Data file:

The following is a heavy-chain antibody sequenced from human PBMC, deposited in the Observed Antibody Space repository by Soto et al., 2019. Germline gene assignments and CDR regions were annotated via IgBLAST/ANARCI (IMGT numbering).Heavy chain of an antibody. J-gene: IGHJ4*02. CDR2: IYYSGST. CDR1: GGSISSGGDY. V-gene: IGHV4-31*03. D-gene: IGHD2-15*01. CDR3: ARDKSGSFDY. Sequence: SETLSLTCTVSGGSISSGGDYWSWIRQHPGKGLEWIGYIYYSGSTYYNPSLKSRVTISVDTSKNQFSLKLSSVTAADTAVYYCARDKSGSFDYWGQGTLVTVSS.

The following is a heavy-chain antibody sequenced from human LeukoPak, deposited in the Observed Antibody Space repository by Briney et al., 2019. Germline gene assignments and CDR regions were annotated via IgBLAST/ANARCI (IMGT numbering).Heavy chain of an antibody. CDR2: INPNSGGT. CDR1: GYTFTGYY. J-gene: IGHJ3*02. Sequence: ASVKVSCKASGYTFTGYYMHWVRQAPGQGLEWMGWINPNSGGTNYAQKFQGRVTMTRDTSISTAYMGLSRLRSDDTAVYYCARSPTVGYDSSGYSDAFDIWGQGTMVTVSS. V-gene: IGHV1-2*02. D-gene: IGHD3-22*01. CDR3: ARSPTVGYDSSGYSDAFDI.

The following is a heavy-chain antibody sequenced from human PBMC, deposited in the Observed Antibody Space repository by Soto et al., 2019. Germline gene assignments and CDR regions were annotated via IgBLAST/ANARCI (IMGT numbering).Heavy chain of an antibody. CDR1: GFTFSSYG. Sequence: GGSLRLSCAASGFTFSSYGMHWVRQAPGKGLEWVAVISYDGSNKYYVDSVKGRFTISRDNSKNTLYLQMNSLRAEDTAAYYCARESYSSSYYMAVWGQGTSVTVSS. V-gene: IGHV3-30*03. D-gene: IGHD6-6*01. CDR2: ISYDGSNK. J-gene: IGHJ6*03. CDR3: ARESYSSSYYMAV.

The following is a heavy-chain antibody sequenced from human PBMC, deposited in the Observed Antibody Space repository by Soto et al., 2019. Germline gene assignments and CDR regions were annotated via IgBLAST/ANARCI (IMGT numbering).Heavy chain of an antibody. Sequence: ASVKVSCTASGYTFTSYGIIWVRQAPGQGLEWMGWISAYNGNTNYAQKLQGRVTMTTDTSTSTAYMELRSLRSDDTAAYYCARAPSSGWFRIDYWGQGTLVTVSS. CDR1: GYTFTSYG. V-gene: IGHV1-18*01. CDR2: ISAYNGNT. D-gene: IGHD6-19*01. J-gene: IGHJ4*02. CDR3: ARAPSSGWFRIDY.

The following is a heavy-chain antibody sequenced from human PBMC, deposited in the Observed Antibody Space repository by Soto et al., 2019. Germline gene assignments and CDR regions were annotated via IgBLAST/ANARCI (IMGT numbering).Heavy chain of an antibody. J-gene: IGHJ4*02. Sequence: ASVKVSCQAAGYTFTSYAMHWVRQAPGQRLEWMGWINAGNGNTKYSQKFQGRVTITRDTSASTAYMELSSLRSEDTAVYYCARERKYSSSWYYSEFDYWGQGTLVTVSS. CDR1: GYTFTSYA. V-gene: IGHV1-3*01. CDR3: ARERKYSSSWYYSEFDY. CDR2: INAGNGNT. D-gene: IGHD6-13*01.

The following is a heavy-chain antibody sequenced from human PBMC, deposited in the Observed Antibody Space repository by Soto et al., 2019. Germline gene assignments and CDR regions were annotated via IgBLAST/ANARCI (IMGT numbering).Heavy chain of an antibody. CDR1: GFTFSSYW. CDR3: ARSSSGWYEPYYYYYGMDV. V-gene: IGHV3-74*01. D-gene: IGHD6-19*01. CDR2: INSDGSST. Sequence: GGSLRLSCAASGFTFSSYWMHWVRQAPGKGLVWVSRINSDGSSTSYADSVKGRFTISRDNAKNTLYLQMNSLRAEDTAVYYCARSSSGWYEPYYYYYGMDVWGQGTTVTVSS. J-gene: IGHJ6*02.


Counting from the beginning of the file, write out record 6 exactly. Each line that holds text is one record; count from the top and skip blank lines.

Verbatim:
The following is a heavy-chain antibody sequenced from human PBMC, deposited in the Observed Antibody Space repository by Soto et al., 2019. Germline gene assignments and CDR regions were annotated via IgBLAST/ANARCI (IMGT numbering).Heavy chain of an antibody. CDR1: GFTFSSYW. CDR3: ARSSSGWYEPYYYYYGMDV. V-gene: IGHV3-74*01. D-gene: IGHD6-19*01. CDR2: INSDGSST. Sequence: GGSLRLSCAASGFTFSSYWMHWVRQAPGKGLVWVSRINSDGSSTSYADSVKGRFTISRDNAKNTLYLQMNSLRAEDTAVYYCARSSSGWYEPYYYYYGMDVWGQGTTVTVSS. J-gene: IGHJ6*02.